It was the world's largest freight yard through 1956. The NYC Railroad also claimed the same title in the early 20th century. The November 1941 issue of Trains magazine depicted Dewitt yard with more car capacity than all single system yards of the time except Proviso. In the 1920-30s Dewitt was claimed to be the largest in the world. Enola, Dewitt and Proviso all shared the title as "world's largest" at one point or another. (Usually the railroad who owned the yard would be making the claim). Enola continues to operate today at lower traffic levels. Coordinates:
The yard was built by the Pennsylvania Railroad (PRR) in 1905 with two hump classification yards. Initially the yard processed 7,000 cars per day. The westbound complex had a receiving yard with 20 tracks, and a 25-track classification yard. The eastbound complex had a 21-track receiving yard and 17 classification tracks. There were no separate departure yards.
Enola Yard was fully built out by the late 1920s, encompassing 316 acres and a capacity of 9,692 cars. Service buildings included a 43-stall roundhouse and a steel car shop. A yard to handle container freight was added to the complex in 1932.
The PRR rebuilt the component yards and installed automatic retarders, starting with the eastbound hump in 1938. The eastbound yard was electrified with 11,000-volt alternating current (AC) service. (See Amtrak's 25 Hz traction power system.) The westbound complex was rebuilt in 1944 with 16 receiving tracks and 35 classification tracks, followed by the eastbound complex, reconfiguring to 15 receiving tracks and 33 classification tracks. The average daily traffic load in 1939 was 11,207 cars, and this average increased during the approach of World War II, with 14,100 daily cars in October 1941. The record traffic level at the yard was 20,660 cars in one day during June 1943.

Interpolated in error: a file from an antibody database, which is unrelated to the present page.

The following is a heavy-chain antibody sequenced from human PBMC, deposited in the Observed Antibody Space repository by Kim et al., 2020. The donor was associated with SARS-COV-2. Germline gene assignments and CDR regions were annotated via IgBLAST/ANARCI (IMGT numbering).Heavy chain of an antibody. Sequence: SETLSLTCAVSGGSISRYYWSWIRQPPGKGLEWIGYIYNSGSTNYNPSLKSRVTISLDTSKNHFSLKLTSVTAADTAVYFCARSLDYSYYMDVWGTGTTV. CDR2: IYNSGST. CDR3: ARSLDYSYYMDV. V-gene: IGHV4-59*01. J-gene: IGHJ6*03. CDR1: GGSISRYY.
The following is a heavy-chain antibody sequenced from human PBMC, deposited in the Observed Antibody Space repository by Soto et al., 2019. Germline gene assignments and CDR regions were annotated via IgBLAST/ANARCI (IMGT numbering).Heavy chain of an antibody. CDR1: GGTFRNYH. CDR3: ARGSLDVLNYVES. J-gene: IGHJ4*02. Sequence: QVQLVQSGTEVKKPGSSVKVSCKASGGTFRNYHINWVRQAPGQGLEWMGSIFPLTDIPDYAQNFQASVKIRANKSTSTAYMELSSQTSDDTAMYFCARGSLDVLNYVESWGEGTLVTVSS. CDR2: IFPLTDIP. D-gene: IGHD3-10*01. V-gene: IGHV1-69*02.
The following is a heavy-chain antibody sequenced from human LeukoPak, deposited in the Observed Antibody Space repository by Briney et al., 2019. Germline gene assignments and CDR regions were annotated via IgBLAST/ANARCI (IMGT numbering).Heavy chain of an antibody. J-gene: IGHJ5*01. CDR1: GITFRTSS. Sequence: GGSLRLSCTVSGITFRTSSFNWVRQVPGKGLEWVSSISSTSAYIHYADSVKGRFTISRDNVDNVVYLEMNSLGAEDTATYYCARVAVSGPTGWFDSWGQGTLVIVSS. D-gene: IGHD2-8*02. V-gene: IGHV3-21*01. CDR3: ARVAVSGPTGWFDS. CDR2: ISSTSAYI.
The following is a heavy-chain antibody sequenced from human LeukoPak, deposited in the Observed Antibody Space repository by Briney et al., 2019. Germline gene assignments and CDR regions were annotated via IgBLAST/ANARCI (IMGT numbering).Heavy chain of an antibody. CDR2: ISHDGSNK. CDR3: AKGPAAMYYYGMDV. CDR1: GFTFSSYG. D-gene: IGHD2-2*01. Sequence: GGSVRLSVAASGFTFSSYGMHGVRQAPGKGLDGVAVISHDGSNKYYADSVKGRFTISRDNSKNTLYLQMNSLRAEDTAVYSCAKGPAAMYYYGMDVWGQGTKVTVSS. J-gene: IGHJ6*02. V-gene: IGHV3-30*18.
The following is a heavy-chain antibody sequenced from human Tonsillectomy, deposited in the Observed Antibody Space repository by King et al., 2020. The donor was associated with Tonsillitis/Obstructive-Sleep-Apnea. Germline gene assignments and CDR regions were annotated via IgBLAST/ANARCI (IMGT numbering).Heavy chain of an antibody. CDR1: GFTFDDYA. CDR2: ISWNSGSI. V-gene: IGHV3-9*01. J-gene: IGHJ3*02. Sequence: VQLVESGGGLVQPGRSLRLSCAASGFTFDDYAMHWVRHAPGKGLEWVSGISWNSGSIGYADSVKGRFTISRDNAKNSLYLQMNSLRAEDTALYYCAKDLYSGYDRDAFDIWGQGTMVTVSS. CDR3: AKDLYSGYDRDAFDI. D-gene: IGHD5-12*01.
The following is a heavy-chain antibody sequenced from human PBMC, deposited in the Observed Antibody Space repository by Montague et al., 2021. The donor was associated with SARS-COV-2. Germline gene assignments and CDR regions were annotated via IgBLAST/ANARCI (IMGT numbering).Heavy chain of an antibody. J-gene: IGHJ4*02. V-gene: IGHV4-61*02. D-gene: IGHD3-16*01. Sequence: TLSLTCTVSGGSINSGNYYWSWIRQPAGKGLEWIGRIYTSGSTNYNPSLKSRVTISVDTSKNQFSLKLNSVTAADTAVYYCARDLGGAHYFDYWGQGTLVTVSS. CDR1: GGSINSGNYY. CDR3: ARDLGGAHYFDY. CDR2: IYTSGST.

A diesel locomotive shop was added in the late 1940s. In 1953 the yard handled 11,000 cars per day, and the yard comprised 145 miles of track and 476 switches. In the 1950s PRR rebuilt Conway Yard near Pittsburgh, and upon its opening in 1959, Conway became the railroad's major yard for east-west traffic. Traffic at Enola Yard was reduced.
Conrail took over operation of Enola Yard in 1976. Traffic levels at the yard declined as more trains were routed by Conrail over nearby tracks of the former Reading and Lehigh Valley rail lines. Conrail removed electrification equipment and closed the eastbound hump yard in 1983, and closed the westbound hump yard in 1993. The steel car shop closed in 1996.
The yard is currently owned by the Norfolk Southern Railway (NS), which has operated a flat classification yard and increased operations since taking over from Conrail in 1999. In 2003 NS announced plans to resume hump yard operations. As of 2005, the yard was operating 79 tracks and handled 275,000 tons of freight a day.
Facilities (at peak operation, mid-20th century)Edit
The facilities, at its peak in the mid-20th century, had an engine house with 46 stalls and 2 turntables. It had two classification yards, one for east bound and one for west bound traffic, each with a hump yard with 2,668 car capacity. The East-bound receiving yard had a 1,948 car capacity and the west-bound receiving yard had a 1,721 car capacity. The container yard had 140 car capacity.
- Rhodes, Michael (2003). North American Railyards. Minneapolis, MN: MBI Publishing. p. 165. ISBN 978-0-7603-1578-1.
- Alexander, Edwin P. (1967). The Pennsylvania Railroad: A Pictorial History. New York: Bonanza Books. p. 133.
- Pennsylvania Department of Transportation, Harrisburg, PA (1997). "Enola Yard: A Brief History." Brochure.
- Kraft, Edwin (June 2002), "The Yard: Railroading's Hidden Half." Trains Magazine, Vol. 62, No. 6, p. 48.
- Harrisburg's historic Enola Yard is railroad hub Brotherhood of Locomotive Engineers and Trainmen, press release. 2003-10-13. Retrieved 2010-05-26.
- Doody, Angela (2005-01-21). "Enola Yard still strong". Central Penn Business Journal. Harrisburg, PA: Journal Publications. ISSN 1058-3599.